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NEW YORK (CNN) — The past, it has been said, is a foreign country. And sometimes it's another country we yearn to visit.
We can't, of course. Whereas actual travel is limited only by how much cash we can spare, visa requirements and flight cancellations, journeying to times gone by is limited by the cold, hard laws of physics.
Or maybe it's not.
Joining the ranks of movie inventors like Doc Brown of "Back to the Future" are a few real-life scientists currently trying to realize the dream of turning back the clock to travel to the ultimate destination.
Among them is Ron Mallett, an astrophysicist who has dedicated much of his adult life to the notion that time travel is possible. He's come up with the scientific equations and principles upon which he says a time machine could be created.
While acknowledging that his theories and designs are unlikely to allow time travel in his lifetime, for years he's been working in parallel to a respected academic career to fulfill his dream of venturing back in time to see his beloved father again.
Mallett was aged 10 when his father died suddenly, of a heart attack, an event that the scientist says changed the track of his life forever.
"For me, the sun rose and set on him, he was just the center of things," he tells CNN Travel. "Even today, after all of these years, there's still an unreality about it for me."
Mallett's father, a TV repair man, instilled in his son a love of reading, and encouraged his budding passion for science. About a year after his father's death, a grieving Mallett stumbled across an illustrated version of the classic sci-fi novel "The Time Machine."
"The book that changed my life," he says.
Thanks to the imagination of author H.G. Wells, suddenly Mallett felt his family tragedy presented not an end — but a beginning.
Sixty years later, 74-year-old Mallett is a professor of physics at the University of Connecticut. He's spent his career investigating black holes and general relativity — the theories of space, time and gravity famously explored by Albert Einstein.
Mallett has also been theorizing about time travel, in the course of which he has embarked on his own personal journey: a complex and often contentious quest to build a machine capable of visiting the past.
He's still a long way from his destination — some would argue he'll never get there — but his voyage makes for a poignant story that dwells on the power of love, the potency of childhood dreams and the human desire to control destiny in an unknowable universe.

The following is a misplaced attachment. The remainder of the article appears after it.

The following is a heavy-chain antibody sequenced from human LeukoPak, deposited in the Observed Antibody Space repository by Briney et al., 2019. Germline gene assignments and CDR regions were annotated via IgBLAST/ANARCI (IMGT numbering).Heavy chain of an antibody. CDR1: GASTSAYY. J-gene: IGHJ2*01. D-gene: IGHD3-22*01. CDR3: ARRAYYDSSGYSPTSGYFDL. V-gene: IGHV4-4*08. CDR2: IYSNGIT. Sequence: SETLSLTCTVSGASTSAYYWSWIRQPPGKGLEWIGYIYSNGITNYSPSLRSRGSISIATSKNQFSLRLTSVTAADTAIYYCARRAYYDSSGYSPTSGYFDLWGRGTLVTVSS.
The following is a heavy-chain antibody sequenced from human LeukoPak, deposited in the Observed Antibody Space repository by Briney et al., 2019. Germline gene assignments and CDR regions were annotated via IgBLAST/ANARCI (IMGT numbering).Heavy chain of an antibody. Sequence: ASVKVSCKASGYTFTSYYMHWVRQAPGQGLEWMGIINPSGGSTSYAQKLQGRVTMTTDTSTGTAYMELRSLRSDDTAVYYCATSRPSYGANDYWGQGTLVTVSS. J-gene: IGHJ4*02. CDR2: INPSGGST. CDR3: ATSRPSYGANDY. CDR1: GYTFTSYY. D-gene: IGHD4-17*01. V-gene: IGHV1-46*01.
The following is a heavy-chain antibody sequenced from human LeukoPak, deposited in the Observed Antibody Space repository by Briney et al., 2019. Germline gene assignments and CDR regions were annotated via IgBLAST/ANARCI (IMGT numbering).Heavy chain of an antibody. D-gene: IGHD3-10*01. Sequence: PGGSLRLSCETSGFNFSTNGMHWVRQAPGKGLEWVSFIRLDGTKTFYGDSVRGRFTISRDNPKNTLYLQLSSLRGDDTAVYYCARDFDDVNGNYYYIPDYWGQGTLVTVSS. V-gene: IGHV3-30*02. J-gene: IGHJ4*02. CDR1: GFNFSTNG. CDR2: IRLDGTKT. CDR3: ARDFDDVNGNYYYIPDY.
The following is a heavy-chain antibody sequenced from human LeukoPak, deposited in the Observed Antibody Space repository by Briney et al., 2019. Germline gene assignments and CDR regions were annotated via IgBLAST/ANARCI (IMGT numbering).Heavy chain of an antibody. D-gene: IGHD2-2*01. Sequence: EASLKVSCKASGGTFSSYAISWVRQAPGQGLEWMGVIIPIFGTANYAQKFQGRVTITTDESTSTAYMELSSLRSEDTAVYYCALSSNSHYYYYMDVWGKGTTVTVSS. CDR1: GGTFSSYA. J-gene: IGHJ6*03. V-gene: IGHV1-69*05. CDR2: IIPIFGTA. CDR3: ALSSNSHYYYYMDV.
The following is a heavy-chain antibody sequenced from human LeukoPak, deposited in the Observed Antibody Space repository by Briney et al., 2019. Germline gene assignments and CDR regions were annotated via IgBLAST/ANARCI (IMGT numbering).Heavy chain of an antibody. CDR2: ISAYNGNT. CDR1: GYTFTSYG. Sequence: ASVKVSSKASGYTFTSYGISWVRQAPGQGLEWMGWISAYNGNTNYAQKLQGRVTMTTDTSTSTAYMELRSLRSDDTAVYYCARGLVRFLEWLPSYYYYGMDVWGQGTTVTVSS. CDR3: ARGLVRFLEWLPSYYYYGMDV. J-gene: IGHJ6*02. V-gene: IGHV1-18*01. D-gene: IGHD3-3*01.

How to become a time traveler
Mallett first encountered the concept of time travel back in the 1950s.
"We hadn't even gone into space," he recalls. "And people weren't even sure if we could."
Growing up in New York City's Bronx neighborhood, and later in Pennsylvania, Mallett's family struggled for money.
As a self-described "bookaholic" he still found ways to get hold of reading material, finding comfort, after his father's death, among the shelves of the local Salvation Army bookstore.
It was here that Mallett encountered the writings of Einstein, his next key inspiration.
He continued poring over science books throughout his teenage years and, after leaving high school, aimed for college via the G.I. Bill which supports U.S. military veterans in their post-service education.
He enlisted in the U.S. Air Force, where he served for four years, including deployment to Vietnam.
Eventually, Mallett made it to academia. He gained a bachelor's degree in physics, followed by a master's and a doctorate, specializing in Einstein's theory.
His first job was working on lasers at United Technologies, an aircraft manufacturer, looking into how they could be used to bore holes in the turbine blades of jet engines.
After a couple of years of applying mathematical theories in this practical setting, Mallet joined the University of Connecticut (UCONN) as an assistant professor of physics.
Through all of this, from Vietnam to back again, Mallett was quietly considering the possibility of time travel.
But he only began speaking publicly about his ambitions once UCONN made him a tenured professor, an open-ended academic position that grants holders the freedom to work largely free from fear of dismissal.
"I wanted to make sure that I got to that pinnacle of professionalism," he says. "Even then I was a bit reluctant."
He was aware of the "mad professor" stereotype. He wanted to ensure his ambitions weren't ridiculed and his job threatened.
But when Mallett began speaking openly about his ideas, he found they struck a chord with many others, something he says shows the universality of the desire to revisit the past. We all have, he says, regrets, or past decisions we wonder about, or people we've lost who we long to see again.
"People started contacting me, literally from all over the world about the possibility of going back in time," he says.
The science behind it all
Today, photos of Mallett at work show him surrounded by equipment in a cluttered laboratory, demonstrating his principles at work via small-scale experiments — or standing, beaming, in front of chalkboards where he's etched out his formulas.
The personal aspect of Mallett's work is profoundly moving, but how plausible is the science behind his ideas?
It all hinges, says Mallett, on Einstein's special theory of relativity and general theory of relativity.
"To put it in a nutshell, Einstein said that time can be affected by speed," says Mallett.
Mallett gives the example of astronauts traversing space in a rocket that's traveling close to the speed of light. Time would pass differently on Earth than it would for the people in the rocket.
"They could actually come back finding out that they're only a few years older, but decades have passed here on Earth," he says.
Mallett points to the 1968 sci-fi classic movie "Planet of the Apes," at the end of which (spoiler alert) an astronaut realizes that he hasn't traveled to a distant, ape-ruled planet, but merely returned to Earth in a post-apocalyptic future in which mankind has been subjugated by simians.